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Kresge commits additional $200,000 to support the SAVE on Student Debt Campaign


The U.S. Department of Education reports that 43.2 million borrowers had outstanding federal student loans as of the fourth quarter of 2023, representing $1.6 trillion in debt.

The Kresge Foundation recently joined a coalition of partners to bolster a national campaign dedicated to helping borrowers save money on their student loan payments by enrolling in the Education Department’s newest income-driven repayment plan — the Saving on a Valuable Education (SAVE) Plan.

Vice President Kamala Harris is championing the campaign with the SAVE Day of Action organized to promote the SAVE Plan and increase enrollment over the coming months and leading into Summer 2024.

As part of the SAVE Day of Action, more than 40 entities, including federal agencies, private sector institutions, nonprofit and member organizations, labor unions, philanthropic organizations and benefits managers, are making commitments to promote the SAVE Plan to their employees, members and customers. The commitments — ranging from social media engagement to in-person events — could reach over 100 million Americans. These actions will help to ensure that those carrying student loan debt can find affordable repayment options and a pathway toward forgiveness.

To help further inform consumers on the potential benefits of the SAVE Plan, the Council of Economic Advisors released a new report highlighting how the SAVE Plan will help low- and middle-income borrowers, those in public service, and community college graduates, among other borrowers. This report showcases how the SAVE Plan will drastically lower — and in many cases, eliminate — monthly payments for millions of Americans, prevent balance growth of outstanding debt and potentially shorten time to forgiveness. And with more cash available each month, millions more Americans will be able to buy homes or cars, pay for child care and return to college to complete degrees.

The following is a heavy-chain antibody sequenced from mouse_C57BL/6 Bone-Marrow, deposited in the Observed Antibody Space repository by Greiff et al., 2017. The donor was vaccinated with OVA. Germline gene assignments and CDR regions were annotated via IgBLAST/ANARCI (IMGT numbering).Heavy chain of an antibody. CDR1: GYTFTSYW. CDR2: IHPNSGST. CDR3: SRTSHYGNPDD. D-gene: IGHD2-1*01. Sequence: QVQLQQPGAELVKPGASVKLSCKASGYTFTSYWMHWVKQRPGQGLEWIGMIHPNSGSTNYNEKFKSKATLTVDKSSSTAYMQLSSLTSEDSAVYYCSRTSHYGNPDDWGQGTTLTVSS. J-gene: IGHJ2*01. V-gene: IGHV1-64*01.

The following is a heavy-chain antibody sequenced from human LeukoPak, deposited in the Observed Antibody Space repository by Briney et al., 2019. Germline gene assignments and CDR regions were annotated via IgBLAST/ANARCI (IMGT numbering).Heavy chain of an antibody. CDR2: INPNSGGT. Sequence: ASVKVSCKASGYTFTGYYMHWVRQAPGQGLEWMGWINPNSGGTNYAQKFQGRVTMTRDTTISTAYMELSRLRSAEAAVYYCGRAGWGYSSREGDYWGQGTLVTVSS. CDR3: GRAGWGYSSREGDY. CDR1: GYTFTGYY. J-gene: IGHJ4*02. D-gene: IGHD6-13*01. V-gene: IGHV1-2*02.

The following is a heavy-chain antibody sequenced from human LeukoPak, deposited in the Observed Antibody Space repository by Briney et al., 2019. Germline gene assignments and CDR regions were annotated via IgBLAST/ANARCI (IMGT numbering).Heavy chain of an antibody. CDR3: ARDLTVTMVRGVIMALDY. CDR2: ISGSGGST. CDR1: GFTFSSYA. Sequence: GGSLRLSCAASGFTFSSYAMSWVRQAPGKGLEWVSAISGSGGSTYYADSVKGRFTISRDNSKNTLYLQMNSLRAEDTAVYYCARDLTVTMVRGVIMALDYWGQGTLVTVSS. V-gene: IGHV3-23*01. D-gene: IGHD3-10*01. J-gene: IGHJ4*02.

“Although student debt affects people of all ages, it has become emblematic of younger generations of Americans, especially Millennials and Gen Z students, but including plenty of Gen Xers and even retirees too, since they are borrowing at a much higher rate than their older peers once did, or on behalf of their children, said Bill Moses, managing director of Kresge’s Education Program. “For a variety of reasons tied to historical and structural racism, people of color are disproportionately more likely to have student loans, and to have larger loans, than their white peers. Moreover, since the 1980s, we have seen the gradual de facto privatization of significant parts of public higher education, effectively flipping the goal of higher education on its head. The exact people expected to benefit most from higher education are now having to borrow more to access it, which is increasingly making higher education a barrier for social mobility and racial equity.”

In addition to supporting organizations like Young Invincibles and Civic Nation, Kresge has convened multiple webinars to help inform grantee and philanthropic partners — or their subrecipients —  on how they can enroll in programs like the SAVE Plan and Public Service Loan Forgiveness (PSLF), which is another route for the forgiveness of student loans for people who work in public service, including nurses, firefighters, teachers, professors, and nonprofit and government workers.  “The Biden-Harris Administration’s work on fixing student debt forgiveness to public service workers fulfills the original promise of PSLF signed into law by President Bush, and makes a huge difference to our grantees and partners and the people they serve,” Moses said.

Kresge Program teams supporting SAVE campaign include American Cities, Arts & Culture, Education, Health, Human Services and the Executive Office.

Information and resources about the SAVE Plan can be found here:  Learn About SAVE – Civic Nation